Improving the suitability, supply and provision of housing infrastructure is needed to address current issues of affordability and access. In particular, the current severe shortage of social and affordable housing means that governments and others are struggling to find the resources to meet needs and demands. Recent SBEnrc research focussed on how access to safe and secure housing delivers a considerable positive impact to individuals, including improved health and well-being, better access to employment, and stronger communities. This in turn delivers broader productivity benefits to society. Improving access to housing and associated support services needs to be addressed through new and innovative approaches. Better aligning social benefits with delivery through innovative procurement strategies will be examined in this research, to address the balance between objectives along the housing supply chain.
This project, through partnering with government agencies, not-for-profit providers and residential builders and contractors, aims to address key challenges and identify procurement-based best practices. Key steps in this project (and associated deliverables) include:
- A review of literature to address issues associated with changing housing typologies and demographics in Australian states, especially Western Australia (WA), Queensland (Qld) and New South Wales (NSW).
- A summary of Australian procurement approaches by jurisdiction. This will initially focus on WA, Qld and NSW but may be extended to Victoria and South Australia.
- A summary of of relevant international procurement approaches, with the primary focus on current research in Canada, the USA and the UK. A limited review of European Union countries may be undertaken, pending resources.
- The development of a set of criteria for analysis of social value procurement approaches. A 360 degree survey of social and affordable housing stakeholders (including heads of government delivery agencies, developers, architects, planners, financiers and service providers) will inform this, with recommendations to ‘find-the-best-fit’ in optimising the investment risk equation and aligning the benefits.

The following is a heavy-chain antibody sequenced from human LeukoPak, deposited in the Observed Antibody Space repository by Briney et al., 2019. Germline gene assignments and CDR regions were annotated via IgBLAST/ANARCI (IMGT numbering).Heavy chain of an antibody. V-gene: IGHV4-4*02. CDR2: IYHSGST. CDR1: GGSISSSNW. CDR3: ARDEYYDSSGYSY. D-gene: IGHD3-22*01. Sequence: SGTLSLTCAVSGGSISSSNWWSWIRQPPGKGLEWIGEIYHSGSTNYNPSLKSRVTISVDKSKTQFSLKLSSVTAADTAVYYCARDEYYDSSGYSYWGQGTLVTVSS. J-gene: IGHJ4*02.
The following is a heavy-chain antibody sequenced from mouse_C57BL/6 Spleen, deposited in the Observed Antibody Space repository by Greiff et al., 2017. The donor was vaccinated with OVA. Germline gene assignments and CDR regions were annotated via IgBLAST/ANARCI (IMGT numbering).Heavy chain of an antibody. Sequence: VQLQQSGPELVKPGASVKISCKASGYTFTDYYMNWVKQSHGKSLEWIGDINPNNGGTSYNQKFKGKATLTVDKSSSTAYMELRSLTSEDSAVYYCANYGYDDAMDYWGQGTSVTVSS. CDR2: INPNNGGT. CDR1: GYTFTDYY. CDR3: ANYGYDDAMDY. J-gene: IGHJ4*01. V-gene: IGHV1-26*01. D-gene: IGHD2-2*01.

Effective communication of the findings will be achieved through the project’s industry partners and allied associations, and include:
- An understanding of how housing needs will change over the next 20 years, identifying key challenges, the changing typologies of housing, such as villages and self-sustainability, and the relationship to other social measures, for example security, health and connectedness.
- Better mechanisms to address/deliver social value whilst at the same time addressing risk profiles for those delivering both asset and service-based outcomes, through comparing, contrasting and reviewing different forms of current procurement approaches to social housing from the viewpoint of various stakeholders and across various jurisdictions.
- Recommendations on how to optimise procurement frameworks to highlight best-practice delivery of social housing and access to affordable housing; for example through improved procurement efficiency which provides clarity, consistency and transparency around social value delivery.
Documents for Downloading
The following documents provide additional detail regarding this current research, including project outcomes to date:
Project 1.54 Fact Sheet (24 March 2017)
Valuing Social Housing (2015-2017)
Rethinking Social Housing: Effective, Efficient & Equitable (2014-15)
Social Procurement Approaches (1Mb, Feb 2018)
SBEnrc Social Housing Research – 2014 to now, presented at QShelter State Conference, Brisbane, 1 June 2017 (1.6Mb)